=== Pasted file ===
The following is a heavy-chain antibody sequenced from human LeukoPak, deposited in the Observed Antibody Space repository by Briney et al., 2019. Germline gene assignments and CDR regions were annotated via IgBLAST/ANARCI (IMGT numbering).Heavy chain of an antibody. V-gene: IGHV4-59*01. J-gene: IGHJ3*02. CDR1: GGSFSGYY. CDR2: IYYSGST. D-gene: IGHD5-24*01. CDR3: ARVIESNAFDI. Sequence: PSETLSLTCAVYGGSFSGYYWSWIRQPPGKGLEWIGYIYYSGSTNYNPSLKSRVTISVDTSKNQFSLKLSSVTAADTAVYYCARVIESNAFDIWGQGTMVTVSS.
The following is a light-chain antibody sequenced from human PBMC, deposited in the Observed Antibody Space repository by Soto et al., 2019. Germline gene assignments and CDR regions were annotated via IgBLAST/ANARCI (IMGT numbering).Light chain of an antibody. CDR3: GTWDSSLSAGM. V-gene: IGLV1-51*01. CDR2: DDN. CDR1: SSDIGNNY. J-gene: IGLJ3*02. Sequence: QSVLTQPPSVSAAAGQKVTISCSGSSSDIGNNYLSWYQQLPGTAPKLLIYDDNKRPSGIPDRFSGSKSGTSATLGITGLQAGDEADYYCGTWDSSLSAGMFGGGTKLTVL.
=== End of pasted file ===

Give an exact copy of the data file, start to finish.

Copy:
The following is a heavy-chain antibody sequenced from human LeukoPak, deposited in the Observed Antibody Space repository by Briney et al., 2019. Germline gene assignments and CDR regions were annotated via IgBLAST/ANARCI (IMGT numbering).Heavy chain of an antibody. V-gene: IGHV4-59*01. J-gene: IGHJ3*02. CDR1: GGSFSGYY. CDR2: IYYSGST. D-gene: IGHD5-24*01. CDR3: ARVIESNAFDI. Sequence: PSETLSLTCAVYGGSFSGYYWSWIRQPPGKGLEWIGYIYYSGSTNYNPSLKSRVTISVDTSKNQFSLKLSSVTAADTAVYYCARVIESNAFDIWGQGTMVTVSS.
The following is a light-chain antibody sequenced from human PBMC, deposited in the Observed Antibody Space repository by Soto et al., 2019. Germline gene assignments and CDR regions were annotated via IgBLAST/ANARCI (IMGT numbering).Light chain of an antibody. CDR3: GTWDSSLSAGM. V-gene: IGLV1-51*01. CDR2: DDN. CDR1: SSDIGNNY. J-gene: IGLJ3*02. Sequence: QSVLTQPPSVSAAAGQKVTISCSGSSSDIGNNYLSWYQQLPGTAPKLLIYDDNKRPSGIPDRFSGSKSGTSATLGITGLQAGDEADYYCGTWDSSLSAGMFGGGTKLTVL.